Growing up in an open adoption allowed me to spend time with my natural family who lived not too far away from our house. When school was out, I would sometimes stay with my birth family and get to know my three brothers.
In my last article, I wrote about the Gospel’s special place in my heart as the reading at my ordination. Today’s Gospel holds a similar place in my heart, but for a very different reason. I was ordained June 7th, and on August 4th, the memorial of St. John Vianney, patron of priests, my first pastor died.
You are still chosen. You are worthwhile. You may not be aware of it, or you may be wondering what specific purpose God has for you. You might even believe that you have squandered it by your sinfulness, but (spoiler alert) even Darth Vader had some good in him. Now is not too late.
As a student in our college seminary, I often walked by a Department of Sanitation depot located on the way to the nearest bus stop. I began my priestly formation in the fall of the year 2000, and a year later, terrified with the rest of my city, sought hope. Oddly enough it was the Department of Sanitation that provided me with a phrase I had never heard before but instantly loved: “Freedom isn’t free.”
A year of lost hugs! Virtual hugs aren’t the same, just as watching the Food Network on television won’t ever be as satisfying as the first bite of a crisp, juicy apple. A hug shared with a grandparent, a handshake with a friend, even an elbow bump with a neighbor: how powerful a simple touch can be!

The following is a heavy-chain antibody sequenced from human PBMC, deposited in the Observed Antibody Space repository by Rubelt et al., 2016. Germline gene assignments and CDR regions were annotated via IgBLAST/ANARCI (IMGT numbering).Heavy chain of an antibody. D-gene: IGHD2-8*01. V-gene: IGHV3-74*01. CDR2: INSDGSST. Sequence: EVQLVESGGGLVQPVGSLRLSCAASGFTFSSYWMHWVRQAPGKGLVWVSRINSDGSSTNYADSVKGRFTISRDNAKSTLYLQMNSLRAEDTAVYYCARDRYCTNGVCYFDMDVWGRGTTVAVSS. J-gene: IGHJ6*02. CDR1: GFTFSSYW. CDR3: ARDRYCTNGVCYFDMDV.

Awesome as this surely is, God’s definitive answer to Job and to all the raging storms of human suffering is the most paradoxical display of divine might, of power that is made perfect in weakness. It is about this power that Paul writes to the Corinthians in Sunday’s second reading.
Yes, like the mustard seed, the kingdom of God starts small. So too does the Church, the community of those who put their trust in Jesus, which began as the smallest of seeds, through God’s abundant grace now puts forth large branches under whose generous shade many can take shelter.
Among the perks that come with teaching, researching, and writing about the Bible (in addition to the surpassing blessing that is the study of the Word of God), is the opportunity to learn from and with so many brilliant colleagues in biblical studies and theology. I deeply appreciate the scholarship of fellow Catholics, Christians from many other faith communities, and Jewish colleagues as well.
We celebrate this weekend one of the greatest mysteries of our Christian faith. There have been many theologians who tried to give eloquent explanations about the Blessed Trinity. But like the saying goes, “answers lead to more questions.” We can only really appreciate this with the “eyes of faith.”
In the past couple of weeks, we also heard at weekday Mass readings how the apostles dealt with the tension emerging between Hebrews and Greeks. They addressed the situation immediately before it festered and took root. The conversations were not easy and maybe even brutal but because they engaged it with the desire to stay united in love, they were able to bring peace.